Below is a script that I use to find the backup history for all the databases on a single instance. There is an inline ‘WHERE’ clause that is currently commented out that you can add in to filter by database name.


use MSDB
GO
SELECT TOP 96
bckset.database_name AS DatabaseName,
bckmdiaset.physical_device_name AS BackupLocation,
CASE WHEN bckset.backup_size <= '10485760' THEN
CAST(CAST(bckset.backup_size/1024 AS INT) AS VARCHAR(14)) + ' ' + 'KB'
ELSE
CASE WHEN bckset.backup_size <= '1048576000' THEN
CAST(CAST(bckset.backup_size/1024/1024 AS INT) AS VARCHAR(14)) + ' ' + 'MB'
ELSE
CAST(CAST(bckset.backup_size/1024/1024/1024 AS INT) AS VARCHAR(14)) + ' ' + 'GB'
END
END backupSize,
CAST (bckset.backup_start_date AS smalldatetime) AS StartTime,
CAST (bckset.backup_finish_date AS smalldatetime)FinishTime,
CASE WHEN CAST(DATEDIFF(second, bckset.backup_start_date, bckset.backup_finish_date )AS VARCHAR (4)) <= 60 THEN
CAST(DATEDIFF(second, bckset.backup_start_date,bckset.backup_finish_date) AS VARCHAR(4))+ ' ' + 'Seconds'
ELSE
CAST(DATEDIFF(minute, bckset.backup_start_date,bckset.backup_finish_date) AS VARCHAR(4))+ ' ' + 'Minutes'
END AS TimeTaken,
CAST(bckset.first_lsn AS VARCHAR(25)) AS FirstLogSequenceNumber,
CAST(bckset.last_lsn AS VARCHAR(25)) AS LastLogSequenceNumber,
CASE bckset.[type]
WHEN 'D' THEN 'Full'
WHEN 'I' THEN 'Differential database'
WHEN 'L' THEN 'Transaction Log'
WHEN 'F' THEN 'File or filegroup'
WHEN 'G' THEN 'Differential file'
WHEN 'P' THEN 'Partial'
WHEN 'Q' THEN 'Differential partial'
END AS BackupType,
bckset.server_name As ServerName,
bckset.recovery_model As RecoveryModel,
CASE bckset.is_snapshot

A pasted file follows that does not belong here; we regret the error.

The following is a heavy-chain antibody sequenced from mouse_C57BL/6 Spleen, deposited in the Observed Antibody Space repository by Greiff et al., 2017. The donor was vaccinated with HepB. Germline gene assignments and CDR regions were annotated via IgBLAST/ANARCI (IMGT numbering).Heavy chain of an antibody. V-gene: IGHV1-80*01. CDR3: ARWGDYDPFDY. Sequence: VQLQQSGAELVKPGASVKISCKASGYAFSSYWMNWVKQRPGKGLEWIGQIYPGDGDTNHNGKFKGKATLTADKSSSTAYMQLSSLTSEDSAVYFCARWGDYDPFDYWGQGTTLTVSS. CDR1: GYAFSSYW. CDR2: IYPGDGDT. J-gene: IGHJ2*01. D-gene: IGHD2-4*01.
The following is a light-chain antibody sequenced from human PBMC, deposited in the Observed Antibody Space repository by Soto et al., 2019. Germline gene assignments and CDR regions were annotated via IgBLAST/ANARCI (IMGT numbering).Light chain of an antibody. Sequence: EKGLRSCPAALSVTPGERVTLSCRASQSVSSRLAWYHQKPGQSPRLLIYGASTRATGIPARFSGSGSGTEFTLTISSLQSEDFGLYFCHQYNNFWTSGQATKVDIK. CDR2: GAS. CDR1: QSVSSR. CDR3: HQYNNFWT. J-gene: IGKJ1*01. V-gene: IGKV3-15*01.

WHEN '0' THEN 'FALSE'
WHEN '1' THEN 'TRUE'
END AS IsSnapshot,
CASE [compatibility_level]
WHEN 60 THEN 'SQL Server 6.0'
WHEN 65 THEN 'SQL Server 6.5'
WHEN 70 THEN 'SQL Server 7.0'
WHEN 80 THEN 'SQL Server 2000'
WHEN 90 THEN 'SQL Server 2005'
WHEN 100 THEN 'SQL Server 2008'
WHEN 110 THEN 'SQL Server 2012'
END AS CompatibilityLevel,
CONCAT (CAST (software_major_version AS VARCHAR (2)), +'.'+
CAST (software_minor_version as VARCHAR (2)), +'.'+
CAST (software_build_version AS VARCHAR (5))) as SqlVersionNumber
FROM msdb.dbo.backupset bckset
INNER JOIN msdb.dbo.backupmediafamily bckmdiaset ON bckset.media_set_id = bckmdiaset.media_set_id
--WHERE bckset.database_name = 'db_name'-- Remove this line for all the database
ORDER BY backup_start_date DESC, backup_finish_date
GO

A few things I want to comment on:

  • I select the top 96 on the basis that this should be a full days worth of backups: 15 minute T-Logs and one Full over the course of 24 hours equates to 96. I’ll fully admit that this is a little bit pedantic…
  • Lines 6-14 calculate the size of the size of the backups based on diving the bytes by 1024. Theoretically any of the following 3 are correct for converting bytes to megabytes:
    1. megabytes=bytes/1000000
    2. megabytes=bytes/1024/1024
    3. megabytes=bytes/1024/1000

however which one is right is a far more contentious debate. As I was using boundaries for bytes to megabytes and gigabytes I felt that dividing by 1024/1024 was the most correct way in this script.

  • I’ve included whether the backup is a snapshot or not as I work mainly with Developer and Enterprise edition.
  • To aid the compatibility, I’ve included info about what version of SQL the backups are running on. As different service packs can impact restoring I’ve concatenated the version numbers to one readable column.